|Adam Carroll of Team Ireland races towards the title in A1GP's |
last race - Brands Hatch in May 2009. Photo: Thegrid.co.uk
Firstly, my apologies. At the start of this calendar year, I had stated my intention to make Rishi's Retrospective, a new-for-2014 feature, a monthly feature (as far as possible). Yet, after a promising start, the last of my Retrospectives was at the end of June! However, stirred from silence, the Retrospective is back to focus on a now-defunct racing series which, somewhat perversely at times, was quite close to my heart for a while - A1 Grand Prix. This self-styled "World Cup of Motorsport" ran for four seasons between September 2005 and May 2009 after launching a decade ago in 2004, and pitted drivers against each other in a nation-v-nation format generally uncommon in motorsport. The ending of the series came in autumn 2009 after funds ran out and the series was humiliatingly forced to cancel its appearance at the high-profile, taxpayer-funded Super GP weekend (featuring V8 Supercars and, historically, Indycar/Champ Car World Series) at Surfers' Paradise, Australia (where the fifth season was due to start). Fans of the series can all remember, with gallows humour of the kind Man City football fans mastered so well before their recent successes, that farce was never far from the surface in A1GP: the cancelled races, the botched street tracks (hello Beijing, Season 2), the teams that vanished without trace (e.g. Teams Russia, Austria, Japan, Greece and Korea), the pitlane teething problems, and the flawed decision to change the chassis for the start of Season 4 in order to gain the support of Ferrari.
Yet the almost old-school camaraderie of the mechanics and engineers (across different teams) was legendary even on the outside, contributing to an old-school philosophy of racing hard on the track and going for a pint (metaphorically if not literally) once the racing was over. The fairly cheap ticket prices were also enticing, my Dad commenting that he was happy not to feel as if he was being ripped off when he went to the British event in Brands Hatch (in 2007 - season 2 - and 2009 - season 4; I only went the second time). Moreover, notion that A1GP's legacy was purely one of "How Not To Run a Racing Series" is equally misleading. The series did leave some positive legacies too, in my view, and I will attempt to do a whistle-stop tour of these points here.
1) IT WAS POPULAR IN ASIA
Bernie Ecclestone had already expanded Formula 1 (the pinnacle of single-seater racing worldwide) into Asia by the time A1GP came around, with races in Malaysia (since 1999), Bahrain (2004), China (2004) and Turkey (2005, in the Asian side of Istanbul). However, A1GP was able to really reach new fans in the area with its nation-v-nation concept. Countries like Indonesia, Pakistan, Lebanon and India did not have a lot of historic racing heritage; thus, to see drivers from these countries racing on a global stage and trying to win points for their nation was enough to hook fans who may not have watched much F1. Even countries like Malaysia and China, who were slightly further up the road, benefited from seeing their drivers race competitively against more established Europeans and South Americans. On top of that, the middle of the season was Asia-centred, and the race calendar encompassed Dubai, Malaysia, China and Indonesia (not to mention both Australia and New Zealand) over its five seasons. During my time as a member of the fans' online forum on A1GP.com, I remember encountering (in the virtual, internet sense) Pakistan fans passionately hoping that their "Green Gazelle" got more points; Lebanon fans unhappy, and later irate, that their favourite Khalil Beschir was being perpetually passed over in favour of other drivers for the Team Lebanon driving duties; and an Indonesian fan who seemed beyond partisanship and embraced in the series in all its glory. In my view, A1GP's popularity in Asia encouraged the setting up of GP2 Asia as a support series to F1 in Asian races with an Asian-centred focus. It may even have precipitated Bernie's further expansion of F1 into Asia in the years since though, if I am being honest, I don't believe A1GP's legacy was that big in this context.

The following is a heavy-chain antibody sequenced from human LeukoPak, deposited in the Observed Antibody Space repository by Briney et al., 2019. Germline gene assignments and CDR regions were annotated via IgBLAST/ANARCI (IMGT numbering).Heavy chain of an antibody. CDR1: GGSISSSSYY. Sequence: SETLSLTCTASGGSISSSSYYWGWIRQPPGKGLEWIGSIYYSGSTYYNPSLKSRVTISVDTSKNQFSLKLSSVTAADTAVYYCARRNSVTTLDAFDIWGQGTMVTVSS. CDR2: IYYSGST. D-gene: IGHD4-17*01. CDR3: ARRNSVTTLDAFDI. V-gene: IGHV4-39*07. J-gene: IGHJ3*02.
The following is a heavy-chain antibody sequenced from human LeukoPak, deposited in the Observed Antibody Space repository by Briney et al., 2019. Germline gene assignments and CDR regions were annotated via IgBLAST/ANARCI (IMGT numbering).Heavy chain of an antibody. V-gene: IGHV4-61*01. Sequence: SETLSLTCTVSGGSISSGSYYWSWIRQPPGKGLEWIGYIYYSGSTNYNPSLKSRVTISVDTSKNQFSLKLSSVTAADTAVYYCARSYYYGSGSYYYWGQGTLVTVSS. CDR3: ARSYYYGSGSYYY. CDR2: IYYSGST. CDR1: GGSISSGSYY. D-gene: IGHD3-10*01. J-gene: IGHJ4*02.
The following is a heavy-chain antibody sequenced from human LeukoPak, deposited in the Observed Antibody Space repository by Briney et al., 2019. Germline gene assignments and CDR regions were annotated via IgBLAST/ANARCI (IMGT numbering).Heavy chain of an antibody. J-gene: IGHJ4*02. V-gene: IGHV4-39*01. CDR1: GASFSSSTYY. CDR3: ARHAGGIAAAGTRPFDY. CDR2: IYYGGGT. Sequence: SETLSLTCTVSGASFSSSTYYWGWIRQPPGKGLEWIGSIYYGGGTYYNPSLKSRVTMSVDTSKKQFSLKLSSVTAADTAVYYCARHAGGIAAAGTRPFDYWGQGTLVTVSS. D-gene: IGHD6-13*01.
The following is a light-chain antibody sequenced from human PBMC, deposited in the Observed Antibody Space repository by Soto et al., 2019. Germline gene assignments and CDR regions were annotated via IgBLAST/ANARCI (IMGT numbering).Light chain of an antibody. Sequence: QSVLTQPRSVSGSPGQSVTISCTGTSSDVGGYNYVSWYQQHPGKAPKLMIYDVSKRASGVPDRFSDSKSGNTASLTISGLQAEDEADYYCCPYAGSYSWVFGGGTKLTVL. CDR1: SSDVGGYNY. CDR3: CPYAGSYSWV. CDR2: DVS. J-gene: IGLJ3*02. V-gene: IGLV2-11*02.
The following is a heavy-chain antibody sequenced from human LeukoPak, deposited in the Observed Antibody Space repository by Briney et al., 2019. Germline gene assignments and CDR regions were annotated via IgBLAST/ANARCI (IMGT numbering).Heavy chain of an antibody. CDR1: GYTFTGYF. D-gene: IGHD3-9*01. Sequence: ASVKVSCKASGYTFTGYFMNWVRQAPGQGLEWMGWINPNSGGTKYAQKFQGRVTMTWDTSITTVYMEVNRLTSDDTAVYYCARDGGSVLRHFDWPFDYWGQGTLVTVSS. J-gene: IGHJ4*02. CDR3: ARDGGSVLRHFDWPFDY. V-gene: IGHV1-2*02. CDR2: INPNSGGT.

2) THE FIRST CAR HAS STOOD THE TEST OF TIME
The car that Lola produced, allied to a Zytek engine and Cooper tyres, may not have been the most aesthetic (though it wasn't too bad). But it certainly did a very good job, being the most part reliable and encouraging great racing. The rawness of the engine sound, particularly the 'brackle brackle' crackling sound under braking, was a real winner with older motorsport fans who remembered when even F1 cars used to have that authenticity in their sound. But the most impressive thing for me has been that the B05/52 Lola chassis (and the Zytek engine with it) continue to be used in competitive racing series today. When the series moved to a new chassis (the 'Powered by Ferrari' car) in Season 4 (2008/09), the old car was taken over by Auto GP, which has used the car-engine combination since 2010. In 2013 a heavily revised chassis was introduced (with changes to sidepods and aerodynamics), but this car can still trace its roots back to the Lola-Zyteks that lined up for the first time at Brands Hatch in September 2005. Moreover, the original cars are still in use with a new Formula Acceleration 1 series, a concept which bundles a range of car series, bike series and music together to create a 'racing festival' atmosphere. Such chassis longevity is rare in motor racing these days, and a real testament to the amazing job the Lola and Zytek teams did a decade ago (perhaps even more amazing than I realised back then).